My claim is that December 31, 2009 — today, as this is posted — is not just the last day of the year, but the last day of a decade. Now, I don’t mean that in the trivial sense that any moment is the last moment of the past ten year period — you can always talk about the last ten years that end at any time.

I meant, and still mean, specifically the first decade of the 2000s. That does in deed and in fact end today.

What people were arguing over were things like centuries and millennia, and how there was no year 0, and therefore the last day of the decade is actually December 31, 2010. But that’s not relevant because we don’t measure decades the same way we do centuries.

Certainly, the last day of the 20th century was December 31, 2000. In that case, there was no year 0, so the first year of the 1st century ended on December 31, 1 A.D. Doing the math, it’s easy to see that 1999 more years needed to elapse to end the 20th century, and so its demise was on that last calendar day of 2000. January 1, 2001 marked the first day of the 21st century.

But we don’t reckon decades like that. We refer to them by the tens place in the year’s numerals: the 70s, the 80s, the 90s. And since we do, clearly, today is the last day of the decade we will call the aughts or zeroes or whatever.

Actually, looking at this now, it seems to me that centuries are more formal, with an actual method of naming them, whereas decades are more of a nickname, a handy handle to use when referring to a time period.

Also, you wouldn’t say that 1990 was part of the 80s, would you? I think it’s clear that December 31, 1989 was the last day of the 80s, just as December 31, 2009 is the last day of whatever term we’ll wind up using to refer to the first 10 years of the 2000s.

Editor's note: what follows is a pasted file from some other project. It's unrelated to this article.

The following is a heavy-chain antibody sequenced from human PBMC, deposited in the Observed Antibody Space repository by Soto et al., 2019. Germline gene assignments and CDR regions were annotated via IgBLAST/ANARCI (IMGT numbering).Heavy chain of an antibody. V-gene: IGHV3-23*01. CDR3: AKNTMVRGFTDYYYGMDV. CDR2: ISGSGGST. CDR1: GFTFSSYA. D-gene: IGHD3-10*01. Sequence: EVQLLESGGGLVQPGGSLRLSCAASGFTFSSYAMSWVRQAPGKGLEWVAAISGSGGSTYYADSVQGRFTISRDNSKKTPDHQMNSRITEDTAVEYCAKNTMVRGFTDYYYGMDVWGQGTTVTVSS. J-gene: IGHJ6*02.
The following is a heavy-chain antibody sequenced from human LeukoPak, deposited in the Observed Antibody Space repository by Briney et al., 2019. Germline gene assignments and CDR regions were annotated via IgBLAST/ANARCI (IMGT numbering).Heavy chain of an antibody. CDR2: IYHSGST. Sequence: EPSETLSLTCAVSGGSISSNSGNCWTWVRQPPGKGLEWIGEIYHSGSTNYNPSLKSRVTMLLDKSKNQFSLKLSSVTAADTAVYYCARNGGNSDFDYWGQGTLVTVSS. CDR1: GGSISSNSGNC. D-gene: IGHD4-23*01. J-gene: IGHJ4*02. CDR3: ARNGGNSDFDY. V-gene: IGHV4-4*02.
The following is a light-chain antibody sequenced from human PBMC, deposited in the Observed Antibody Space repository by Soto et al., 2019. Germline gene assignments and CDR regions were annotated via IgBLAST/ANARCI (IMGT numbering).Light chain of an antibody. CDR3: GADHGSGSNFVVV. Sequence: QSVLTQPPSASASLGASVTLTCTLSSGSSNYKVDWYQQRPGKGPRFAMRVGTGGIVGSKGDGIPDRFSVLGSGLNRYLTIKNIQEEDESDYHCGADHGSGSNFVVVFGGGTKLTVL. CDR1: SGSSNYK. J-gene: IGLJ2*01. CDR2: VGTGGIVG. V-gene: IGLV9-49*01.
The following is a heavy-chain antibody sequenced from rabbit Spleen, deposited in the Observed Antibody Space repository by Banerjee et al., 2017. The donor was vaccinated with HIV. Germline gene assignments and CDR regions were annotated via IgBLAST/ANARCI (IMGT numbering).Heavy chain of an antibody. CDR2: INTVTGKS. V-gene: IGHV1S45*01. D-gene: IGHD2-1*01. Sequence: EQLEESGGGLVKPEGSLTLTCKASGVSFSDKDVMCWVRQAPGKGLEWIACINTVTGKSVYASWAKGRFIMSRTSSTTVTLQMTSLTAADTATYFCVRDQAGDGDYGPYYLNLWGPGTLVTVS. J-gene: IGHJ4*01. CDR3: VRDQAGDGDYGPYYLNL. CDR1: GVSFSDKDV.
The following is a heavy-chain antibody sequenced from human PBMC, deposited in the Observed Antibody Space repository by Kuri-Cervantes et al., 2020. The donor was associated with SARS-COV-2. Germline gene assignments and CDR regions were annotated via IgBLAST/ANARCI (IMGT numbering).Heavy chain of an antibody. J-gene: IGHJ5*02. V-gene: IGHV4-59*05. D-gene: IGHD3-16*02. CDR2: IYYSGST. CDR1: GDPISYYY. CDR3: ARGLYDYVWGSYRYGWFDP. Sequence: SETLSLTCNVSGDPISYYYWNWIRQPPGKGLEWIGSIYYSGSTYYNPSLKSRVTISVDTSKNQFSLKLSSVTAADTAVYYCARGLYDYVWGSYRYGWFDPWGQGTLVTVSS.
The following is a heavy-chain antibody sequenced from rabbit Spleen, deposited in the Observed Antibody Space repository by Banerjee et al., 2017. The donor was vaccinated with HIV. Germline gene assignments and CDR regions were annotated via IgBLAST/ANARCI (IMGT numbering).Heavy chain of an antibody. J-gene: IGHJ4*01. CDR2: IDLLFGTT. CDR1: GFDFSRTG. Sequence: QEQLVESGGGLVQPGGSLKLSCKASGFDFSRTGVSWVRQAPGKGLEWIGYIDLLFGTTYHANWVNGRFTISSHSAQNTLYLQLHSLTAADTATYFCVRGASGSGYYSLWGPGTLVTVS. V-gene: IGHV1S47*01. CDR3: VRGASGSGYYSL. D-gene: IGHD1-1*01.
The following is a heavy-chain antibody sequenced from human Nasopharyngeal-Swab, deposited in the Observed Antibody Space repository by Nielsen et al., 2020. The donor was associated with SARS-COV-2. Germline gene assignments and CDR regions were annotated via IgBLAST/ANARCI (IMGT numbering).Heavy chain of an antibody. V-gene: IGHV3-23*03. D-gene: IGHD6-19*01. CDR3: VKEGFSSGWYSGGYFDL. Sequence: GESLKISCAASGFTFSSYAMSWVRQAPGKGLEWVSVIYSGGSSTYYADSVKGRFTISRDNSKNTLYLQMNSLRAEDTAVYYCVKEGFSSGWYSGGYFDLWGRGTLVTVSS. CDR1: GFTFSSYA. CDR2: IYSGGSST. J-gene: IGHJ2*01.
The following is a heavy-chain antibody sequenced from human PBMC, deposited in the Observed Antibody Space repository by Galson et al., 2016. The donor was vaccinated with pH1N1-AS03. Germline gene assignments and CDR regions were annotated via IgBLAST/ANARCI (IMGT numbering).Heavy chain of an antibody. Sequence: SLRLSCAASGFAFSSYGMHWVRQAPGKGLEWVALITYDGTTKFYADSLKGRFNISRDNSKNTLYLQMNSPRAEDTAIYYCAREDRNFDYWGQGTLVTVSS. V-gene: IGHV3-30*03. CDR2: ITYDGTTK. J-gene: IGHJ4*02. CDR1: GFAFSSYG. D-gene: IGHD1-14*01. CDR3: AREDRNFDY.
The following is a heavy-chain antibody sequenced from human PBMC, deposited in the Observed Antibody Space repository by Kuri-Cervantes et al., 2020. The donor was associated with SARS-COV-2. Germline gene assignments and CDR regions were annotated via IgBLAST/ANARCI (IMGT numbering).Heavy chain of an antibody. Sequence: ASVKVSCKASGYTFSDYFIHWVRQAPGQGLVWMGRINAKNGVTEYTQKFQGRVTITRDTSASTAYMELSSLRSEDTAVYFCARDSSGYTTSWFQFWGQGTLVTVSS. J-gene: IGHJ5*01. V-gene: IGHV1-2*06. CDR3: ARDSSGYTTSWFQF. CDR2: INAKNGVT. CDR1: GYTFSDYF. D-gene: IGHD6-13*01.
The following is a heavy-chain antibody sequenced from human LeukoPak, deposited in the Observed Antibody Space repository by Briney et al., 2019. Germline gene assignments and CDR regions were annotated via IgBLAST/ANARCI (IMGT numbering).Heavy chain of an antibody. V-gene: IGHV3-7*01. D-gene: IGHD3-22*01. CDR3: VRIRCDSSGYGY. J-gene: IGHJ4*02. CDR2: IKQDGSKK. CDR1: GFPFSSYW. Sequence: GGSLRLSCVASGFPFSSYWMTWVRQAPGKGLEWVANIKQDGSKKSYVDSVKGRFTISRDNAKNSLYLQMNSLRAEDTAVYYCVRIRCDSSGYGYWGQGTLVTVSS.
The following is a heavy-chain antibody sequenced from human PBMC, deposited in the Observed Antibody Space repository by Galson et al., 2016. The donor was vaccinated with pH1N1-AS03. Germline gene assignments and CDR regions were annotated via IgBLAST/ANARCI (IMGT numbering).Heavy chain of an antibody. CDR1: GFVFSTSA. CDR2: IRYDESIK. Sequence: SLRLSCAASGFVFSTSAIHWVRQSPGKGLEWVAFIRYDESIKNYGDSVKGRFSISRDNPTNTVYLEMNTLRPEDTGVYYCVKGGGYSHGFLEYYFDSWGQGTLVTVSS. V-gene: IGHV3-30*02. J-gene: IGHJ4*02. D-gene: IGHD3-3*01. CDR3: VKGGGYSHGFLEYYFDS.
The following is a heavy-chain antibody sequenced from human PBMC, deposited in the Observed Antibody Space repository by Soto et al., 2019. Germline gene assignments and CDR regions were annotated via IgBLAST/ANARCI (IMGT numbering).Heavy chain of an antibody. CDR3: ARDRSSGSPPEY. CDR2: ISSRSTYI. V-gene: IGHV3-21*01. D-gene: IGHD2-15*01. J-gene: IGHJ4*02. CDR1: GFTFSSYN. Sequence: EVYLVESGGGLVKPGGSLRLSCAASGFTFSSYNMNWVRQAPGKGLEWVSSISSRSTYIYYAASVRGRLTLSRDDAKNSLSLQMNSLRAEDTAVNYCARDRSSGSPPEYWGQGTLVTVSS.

Confusing this a bit is that we might refer to something happening in the 1900s versus saying it happened in the 20th century. Those terms are synonymous, barring the year of 1900, which was in the 19th century, and 2000, which was in the 20th century but not in the 1900s.

If we did reckon decades the same way as centuries then a point would be made that the decade ends in 2010. But we don’t, and in this case there truly is a year 0: the year 2000. So once again, the first decade of the 2000s ends today.

A couple of people pointed out that this means the first decade in our calendar only had 9 years: AD 1 – 9. I suppose that’s true, and so it’s not really a decade then in the strict definition of the word. But since we’re not using a rigorous naming convention, and references to decades are more like nicknames. Plus, who talks about the first ten years of our calendar that way anyway?

Confusing this even more was the case someone made that when you are 30, you no longer say you are in your 20s (unless you’re lying). But all during that last year, when you say you are 29, you are actually living your 30th year on Earth. After all, when we say a baby is 1, really they have already been around 12 months. We change the number after the fact, so when you turn 30 you’ve already lived out your 30th year. The whole time you are 29, you’re plowing through your 30th year.

Perhaps it would lessen the issue if, when asked how old you are on your birthday, instead of saying "I am 30," you say "I have just completed my 30th year." I suspect that won’t catch on, however.

Still, be all that as it may, when you are 29 you are still in your 20s, and when you turn 30 you ain’t.

The lessons here are many fold. One is that, and pardon my repetition, the first decade of the 2000s ends today. A second is that people are still terribly confused about how to delineate centuries. A third is that this can be generalized to people being confused on how we delineate time.

Fourth is that this is all arbitrary and a bit silly. But we do make rules, and sometimes those rules have to make sense, and sometimes it’s fun to talk about them even when it means some people disagree.

And fifth? People shouldn’t argue with me on Twitter. At least not until the next decade starts.

And if I may indulge myself, one final thing:

Happy new year!

And happy new decade. May the 10s and teens treat us all better — and may we make them better — than the aughts.

MORE ABOUT: calendar, decade, new year